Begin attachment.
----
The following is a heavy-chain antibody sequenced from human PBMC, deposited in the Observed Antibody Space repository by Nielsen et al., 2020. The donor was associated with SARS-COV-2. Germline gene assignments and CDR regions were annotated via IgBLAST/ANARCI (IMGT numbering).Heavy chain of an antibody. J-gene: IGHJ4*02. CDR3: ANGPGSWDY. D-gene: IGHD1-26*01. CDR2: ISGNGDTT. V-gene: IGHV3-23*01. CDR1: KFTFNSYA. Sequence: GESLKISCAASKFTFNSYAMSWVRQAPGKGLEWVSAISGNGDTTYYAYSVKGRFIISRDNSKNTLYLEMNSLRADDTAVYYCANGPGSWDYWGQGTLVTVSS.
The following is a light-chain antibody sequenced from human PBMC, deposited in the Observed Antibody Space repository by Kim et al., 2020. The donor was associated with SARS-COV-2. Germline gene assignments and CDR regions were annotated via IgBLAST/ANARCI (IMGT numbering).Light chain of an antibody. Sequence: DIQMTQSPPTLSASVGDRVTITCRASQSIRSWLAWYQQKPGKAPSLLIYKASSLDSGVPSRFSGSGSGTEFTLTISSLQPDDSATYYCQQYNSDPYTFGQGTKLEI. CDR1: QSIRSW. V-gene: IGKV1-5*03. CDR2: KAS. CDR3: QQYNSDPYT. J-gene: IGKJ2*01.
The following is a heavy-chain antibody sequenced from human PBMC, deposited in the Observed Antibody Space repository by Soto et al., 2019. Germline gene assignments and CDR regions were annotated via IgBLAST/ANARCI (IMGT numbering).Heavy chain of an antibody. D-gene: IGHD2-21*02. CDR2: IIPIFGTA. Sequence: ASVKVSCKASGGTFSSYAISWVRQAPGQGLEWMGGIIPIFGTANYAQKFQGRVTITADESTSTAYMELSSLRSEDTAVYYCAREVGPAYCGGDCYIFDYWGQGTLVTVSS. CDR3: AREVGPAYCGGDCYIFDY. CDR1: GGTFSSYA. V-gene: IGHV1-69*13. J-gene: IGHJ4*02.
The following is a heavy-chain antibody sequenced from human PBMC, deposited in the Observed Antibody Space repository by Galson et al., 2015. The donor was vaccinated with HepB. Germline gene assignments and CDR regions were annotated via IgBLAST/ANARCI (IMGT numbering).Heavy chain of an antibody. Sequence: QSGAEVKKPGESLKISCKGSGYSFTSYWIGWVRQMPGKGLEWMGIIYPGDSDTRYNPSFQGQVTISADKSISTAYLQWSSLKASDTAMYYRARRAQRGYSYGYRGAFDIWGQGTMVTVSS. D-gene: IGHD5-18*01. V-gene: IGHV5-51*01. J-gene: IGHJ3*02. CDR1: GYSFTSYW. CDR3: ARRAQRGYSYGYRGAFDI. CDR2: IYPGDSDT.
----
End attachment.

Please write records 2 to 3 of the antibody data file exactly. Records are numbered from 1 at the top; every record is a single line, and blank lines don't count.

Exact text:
The following is a light-chain antibody sequenced from human PBMC, deposited in the Observed Antibody Space repository by Kim et al., 2020. The donor was associated with SARS-COV-2. Germline gene assignments and CDR regions were annotated via IgBLAST/ANARCI (IMGT numbering).Light chain of an antibody. Sequence: DIQMTQSPPTLSASVGDRVTITCRASQSIRSWLAWYQQKPGKAPSLLIYKASSLDSGVPSRFSGSGSGTEFTLTISSLQPDDSATYYCQQYNSDPYTFGQGTKLEI. CDR1: QSIRSW. V-gene: IGKV1-5*03. CDR2: KAS. CDR3: QQYNSDPYT. J-gene: IGKJ2*01.
The following is a heavy-chain antibody sequenced from human PBMC, deposited in the Observed Antibody Space repository by Soto et al., 2019. Germline gene assignments and CDR regions were annotated via IgBLAST/ANARCI (IMGT numbering).Heavy chain of an antibody. D-gene: IGHD2-21*02. CDR2: IIPIFGTA. Sequence: ASVKVSCKASGGTFSSYAISWVRQAPGQGLEWMGGIIPIFGTANYAQKFQGRVTITADESTSTAYMELSSLRSEDTAVYYCAREVGPAYCGGDCYIFDYWGQGTLVTVSS. CDR3: AREVGPAYCGGDCYIFDY. CDR1: GGTFSSYA. V-gene: IGHV1-69*13. J-gene: IGHJ4*02.